I’ve been asked by writers, creatives, and other content creators, how do I shut out distractions and get work done. Distractions can be a big hindrance for many of us whose livelihood depends on our focused brains producing great things people around the world can engage in.

For me, blocking out distractions is a discipline I think I've learned over the years of working in the publishing industry for the last sixteen years, editing, writing, and developing book ideas. It was imperative back when I worked in publishing houses that I had the ability to concentrate in silence, work alone, and block out the noise of conversation in those office suites, or shift my attention back to a project at hand after being called to a meeting. I had to learn how to focus and refocus or I didn’t get paid. It became a sit-down-an-do-it kind of thing, and over time it has become a way of life, something that I have had to get better at over time.

So, a few things are needed for me to do it successfully:

  1. Complete silence. Some people hate silence. It is necessary for me. And I’ve learned to love it for how it helps my productivity. In extremely rare occasions I may have some type of instrumental music playing. The only album with words that I’ve been able to write to his Inner Court by Fred Hammond and Radical for Christ. No lie. Other writers have other sounds that help them.

  2. Complete silence. Did I say that already? I am not afraid to be alone with my thoughts and wonderings. I may even use them to get me started writing or ideating. Some people are afraid of scattered thoughts. I use free writing sometimes to get all the wandering thoughts out of my head, which can sometimes cause greater distraction when I don’t address them. Writing helps me pull my thoughts into alignment. In some instances, it may be my way of taking my thoughts captive. If I am worried, I write my worries and begin to pray through them until I get to silence. (This is why I have recommended journaling for people who worry, are anxious, or have active brains.)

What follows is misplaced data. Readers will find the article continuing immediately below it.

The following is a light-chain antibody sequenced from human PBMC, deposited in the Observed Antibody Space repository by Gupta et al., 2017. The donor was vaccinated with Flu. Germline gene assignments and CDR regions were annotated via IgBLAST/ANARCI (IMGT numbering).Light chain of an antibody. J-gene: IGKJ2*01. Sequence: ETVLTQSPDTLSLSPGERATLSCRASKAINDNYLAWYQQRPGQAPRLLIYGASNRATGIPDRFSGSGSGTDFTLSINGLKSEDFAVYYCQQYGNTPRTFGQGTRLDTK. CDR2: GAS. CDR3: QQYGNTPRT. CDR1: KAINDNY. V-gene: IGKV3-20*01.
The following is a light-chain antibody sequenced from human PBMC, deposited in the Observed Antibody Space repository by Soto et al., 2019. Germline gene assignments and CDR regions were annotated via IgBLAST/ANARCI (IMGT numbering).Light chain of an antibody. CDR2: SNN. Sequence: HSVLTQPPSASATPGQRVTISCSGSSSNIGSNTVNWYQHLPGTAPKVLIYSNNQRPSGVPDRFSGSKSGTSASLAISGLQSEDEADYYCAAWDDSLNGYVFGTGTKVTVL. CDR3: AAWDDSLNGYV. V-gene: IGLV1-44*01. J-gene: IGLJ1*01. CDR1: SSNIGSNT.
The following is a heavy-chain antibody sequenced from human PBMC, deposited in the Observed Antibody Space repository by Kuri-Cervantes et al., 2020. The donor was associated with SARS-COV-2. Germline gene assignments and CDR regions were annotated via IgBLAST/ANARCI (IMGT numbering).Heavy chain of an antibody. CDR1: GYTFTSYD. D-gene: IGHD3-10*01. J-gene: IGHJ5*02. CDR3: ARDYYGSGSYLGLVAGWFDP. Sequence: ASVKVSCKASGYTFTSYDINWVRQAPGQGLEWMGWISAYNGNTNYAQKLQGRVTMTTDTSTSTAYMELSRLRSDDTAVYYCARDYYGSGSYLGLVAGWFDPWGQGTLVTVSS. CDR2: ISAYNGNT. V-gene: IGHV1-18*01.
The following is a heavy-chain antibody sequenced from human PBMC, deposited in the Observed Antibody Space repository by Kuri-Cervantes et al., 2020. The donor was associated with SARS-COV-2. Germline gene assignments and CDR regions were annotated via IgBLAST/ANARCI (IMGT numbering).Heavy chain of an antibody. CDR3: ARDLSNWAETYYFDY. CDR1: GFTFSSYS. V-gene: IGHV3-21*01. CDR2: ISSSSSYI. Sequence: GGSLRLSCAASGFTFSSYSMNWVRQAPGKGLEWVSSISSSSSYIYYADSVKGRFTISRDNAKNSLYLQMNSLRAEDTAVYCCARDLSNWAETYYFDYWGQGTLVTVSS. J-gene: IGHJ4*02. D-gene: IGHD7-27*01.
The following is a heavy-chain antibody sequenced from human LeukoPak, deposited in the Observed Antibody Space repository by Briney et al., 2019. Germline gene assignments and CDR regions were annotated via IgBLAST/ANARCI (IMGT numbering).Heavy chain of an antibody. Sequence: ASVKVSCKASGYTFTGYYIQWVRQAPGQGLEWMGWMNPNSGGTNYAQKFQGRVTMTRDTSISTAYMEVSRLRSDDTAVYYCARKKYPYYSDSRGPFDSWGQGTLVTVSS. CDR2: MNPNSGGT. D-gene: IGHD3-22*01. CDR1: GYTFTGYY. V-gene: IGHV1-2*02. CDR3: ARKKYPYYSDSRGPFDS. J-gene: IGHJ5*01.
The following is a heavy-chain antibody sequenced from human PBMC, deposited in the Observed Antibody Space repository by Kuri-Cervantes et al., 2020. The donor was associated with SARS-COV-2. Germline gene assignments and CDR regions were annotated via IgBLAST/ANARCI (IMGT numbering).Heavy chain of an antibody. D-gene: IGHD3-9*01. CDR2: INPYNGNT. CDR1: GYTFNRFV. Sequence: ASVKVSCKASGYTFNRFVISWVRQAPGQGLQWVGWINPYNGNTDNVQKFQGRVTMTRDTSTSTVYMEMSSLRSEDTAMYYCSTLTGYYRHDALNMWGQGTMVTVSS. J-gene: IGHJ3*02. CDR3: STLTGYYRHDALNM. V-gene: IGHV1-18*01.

3. Complete silence. Wait—I've said that, right? I keep my mind free of distractions even when I am not writing. I don’t watch TV. I don’t watch the news. There are no shows I follow. I watch some things with my children to stay involved in their lives and interests. That’s it. I am careful about what I engage with online and in social media. I don’t participate in conversations or give responses to things in our culture or in the body of Christ that don’t directly involve me. Most of the time, I don’t know the latest of what’s going on. I stay in my lane. My brain is my moneymaker. It is the place where my gifting resides and I take care to guard it. This is just me. I’ve been pretty much like this for five or more years.

  4. Complete silence—I know I’ve said this, haven’t I? My phone has been on silent for twelve or thirteen years, maybe longer. All my notifications are on silent.

Writing, editing, developing book concepts have been my life for 16 years. Silence (and peace may be the better word), solitude, stillness are musts for me to do what I do consistently and to do it well. So I practice them and every area of my life yields to being free from distractions. It’s God’s prescription for me. I can’t speak for anyone else.

A few more tips